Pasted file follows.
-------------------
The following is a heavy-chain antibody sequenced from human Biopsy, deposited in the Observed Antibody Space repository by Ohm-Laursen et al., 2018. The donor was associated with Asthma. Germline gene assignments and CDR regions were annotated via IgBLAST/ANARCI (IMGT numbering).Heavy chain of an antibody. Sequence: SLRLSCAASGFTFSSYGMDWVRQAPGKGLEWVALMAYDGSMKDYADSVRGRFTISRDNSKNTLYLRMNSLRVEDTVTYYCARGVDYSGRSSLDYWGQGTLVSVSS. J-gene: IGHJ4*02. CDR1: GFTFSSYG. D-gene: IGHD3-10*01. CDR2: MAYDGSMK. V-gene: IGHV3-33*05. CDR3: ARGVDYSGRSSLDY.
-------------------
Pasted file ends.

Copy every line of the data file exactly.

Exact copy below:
The following is a heavy-chain antibody sequenced from human Biopsy, deposited in the Observed Antibody Space repository by Ohm-Laursen et al., 2018. The donor was associated with Asthma. Germline gene assignments and CDR regions were annotated via IgBLAST/ANARCI (IMGT numbering).Heavy chain of an antibody. Sequence: SLRLSCAASGFTFSSYGMDWVRQAPGKGLEWVALMAYDGSMKDYADSVRGRFTISRDNSKNTLYLRMNSLRVEDTVTYYCARGVDYSGRSSLDYWGQGTLVSVSS. J-gene: IGHJ4*02. CDR1: GFTFSSYG. D-gene: IGHD3-10*01. CDR2: MAYDGSMK. V-gene: IGHV3-33*05. CDR3: ARGVDYSGRSSLDY.